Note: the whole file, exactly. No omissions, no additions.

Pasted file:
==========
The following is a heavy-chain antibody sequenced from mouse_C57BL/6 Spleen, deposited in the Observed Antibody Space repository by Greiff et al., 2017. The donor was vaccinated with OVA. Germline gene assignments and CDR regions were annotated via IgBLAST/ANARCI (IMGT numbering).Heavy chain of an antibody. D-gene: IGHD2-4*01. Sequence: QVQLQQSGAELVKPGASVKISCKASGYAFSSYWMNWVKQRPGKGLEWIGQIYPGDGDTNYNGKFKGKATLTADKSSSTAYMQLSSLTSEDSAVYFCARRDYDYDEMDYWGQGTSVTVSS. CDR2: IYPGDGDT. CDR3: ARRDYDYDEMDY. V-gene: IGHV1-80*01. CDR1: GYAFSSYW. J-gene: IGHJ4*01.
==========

The following is a heavy-chain antibody sequenced from mouse_C57BL/6 Spleen, deposited in the Observed Antibody Space repository by Greiff et al., 2017. The donor was vaccinated with OVA. Germline gene assignments and CDR regions were annotated via IgBLAST/ANARCI (IMGT numbering).Heavy chain of an antibody. D-gene: IGHD2-4*01. Sequence: QVQLQQSGAELVKPGASVKISCKASGYAFSSYWMNWVKQRPGKGLEWIGQIYPGDGDTNYNGKFKGKATLTADKSSSTAYMQLSSLTSEDSAVYFCARRDYDYDEMDYWGQGTSVTVSS. CDR2: IYPGDGDT. CDR3: ARRDYDYDEMDY. V-gene: IGHV1-80*01. CDR1: GYAFSSYW. J-gene: IGHJ4*01.